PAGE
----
This invention relates to solid surgical elements of poly(N-acetyl-D-glucosamine), methods of making them, and more particularly to polymers which are compatible with living mammalian tissue, particularly human tissue, and which can be used surgically, and are biologically degradable into tissue compatible components which are absorbed by living tissues. The primary degradation of the polymer is by enzymatic fission into products which can be carried away by the living tissue and which products are degradable to excretable components or are themselves excretable. Because of the surgical demand for sutures, absorbable fabrics, gauzes, bone pins, etc. whose absorption and strength characteristics vary, it is desirable that a spectrum of strength and absorbability characteristics be provided to meet surgical demands for various procedures. The enzyme lysozyme is particularly effective in the enzymatic degradation of poly(N-acetyl-D-glucosamine). Various forms of poly(N-acetyl-D-glucosamine) may have different degradation rates, and the degradation rate may vary with the location.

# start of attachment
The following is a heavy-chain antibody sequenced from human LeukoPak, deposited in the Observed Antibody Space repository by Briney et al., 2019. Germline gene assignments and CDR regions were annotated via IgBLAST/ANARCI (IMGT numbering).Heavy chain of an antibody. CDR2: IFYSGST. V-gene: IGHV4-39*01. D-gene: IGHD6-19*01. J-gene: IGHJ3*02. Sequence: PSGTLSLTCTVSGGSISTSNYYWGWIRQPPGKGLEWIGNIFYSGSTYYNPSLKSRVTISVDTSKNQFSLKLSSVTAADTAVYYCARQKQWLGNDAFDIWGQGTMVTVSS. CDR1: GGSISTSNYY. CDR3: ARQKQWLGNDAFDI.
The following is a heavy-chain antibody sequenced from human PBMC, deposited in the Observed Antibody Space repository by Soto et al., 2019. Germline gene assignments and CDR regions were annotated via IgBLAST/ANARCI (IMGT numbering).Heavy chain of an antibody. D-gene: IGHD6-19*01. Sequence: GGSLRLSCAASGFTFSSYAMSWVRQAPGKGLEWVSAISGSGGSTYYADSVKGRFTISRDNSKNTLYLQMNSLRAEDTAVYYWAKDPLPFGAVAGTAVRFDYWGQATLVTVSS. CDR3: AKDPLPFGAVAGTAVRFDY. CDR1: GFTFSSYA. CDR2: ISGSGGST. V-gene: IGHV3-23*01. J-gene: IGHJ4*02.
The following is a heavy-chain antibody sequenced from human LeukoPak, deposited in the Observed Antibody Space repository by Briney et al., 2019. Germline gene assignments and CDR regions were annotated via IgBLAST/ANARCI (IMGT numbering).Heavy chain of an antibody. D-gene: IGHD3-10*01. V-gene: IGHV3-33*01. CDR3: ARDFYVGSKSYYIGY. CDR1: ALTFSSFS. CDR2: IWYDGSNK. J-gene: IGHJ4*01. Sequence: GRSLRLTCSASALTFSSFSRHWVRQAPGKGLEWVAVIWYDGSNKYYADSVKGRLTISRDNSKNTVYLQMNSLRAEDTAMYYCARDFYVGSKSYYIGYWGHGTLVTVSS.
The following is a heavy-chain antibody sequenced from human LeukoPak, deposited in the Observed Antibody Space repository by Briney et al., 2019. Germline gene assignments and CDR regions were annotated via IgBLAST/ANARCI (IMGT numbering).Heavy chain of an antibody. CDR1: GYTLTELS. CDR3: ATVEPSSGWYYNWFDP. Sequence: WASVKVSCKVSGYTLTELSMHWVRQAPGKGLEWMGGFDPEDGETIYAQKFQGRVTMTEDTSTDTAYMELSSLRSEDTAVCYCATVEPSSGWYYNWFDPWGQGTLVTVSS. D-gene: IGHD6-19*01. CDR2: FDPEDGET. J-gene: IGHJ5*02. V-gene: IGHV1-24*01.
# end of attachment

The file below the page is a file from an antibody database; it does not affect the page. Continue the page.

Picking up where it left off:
Poly(N-acetyl-D-glucosamine) has many advantages as a material of construction for sutures and other surgical elements. The poly(N-acetyl-D-glucosamine) in its own right tends to encourage wound healing rather than slow it down. Poly(N-acetyl-D-glucosamine) is biodegradable by enzymatic action with minimal tissue reaction.
Surgical elements of poly(N-acetyl-D-glucosamine) are not hydrolyzed by water and, hence, need not be kept bone dry but may be stored under ambient conditions of moisture for prolonging periods of time. The basic poly(N-acetyl-D-glucosamine) may be modified by treatment to introduce carboxymethyl, hydroxyethyl or O-ethyl substituents so that the polymer has linkages from acetyl-6-O-(carboxymethyl)-D-glucosamine units, acetyl-6-O-(2'-hydroxyethyl)-D-glucosamine units, or acetyl-6-O-(ethyl)-D-glucosamine units. Since modification by the introduction of these derivatives alters the rate of enzymatic degradation, such introduction provides a means for controlling the absorption rate as well as making the surgical element more hydrophilic or more hydrophobic to an extent desire.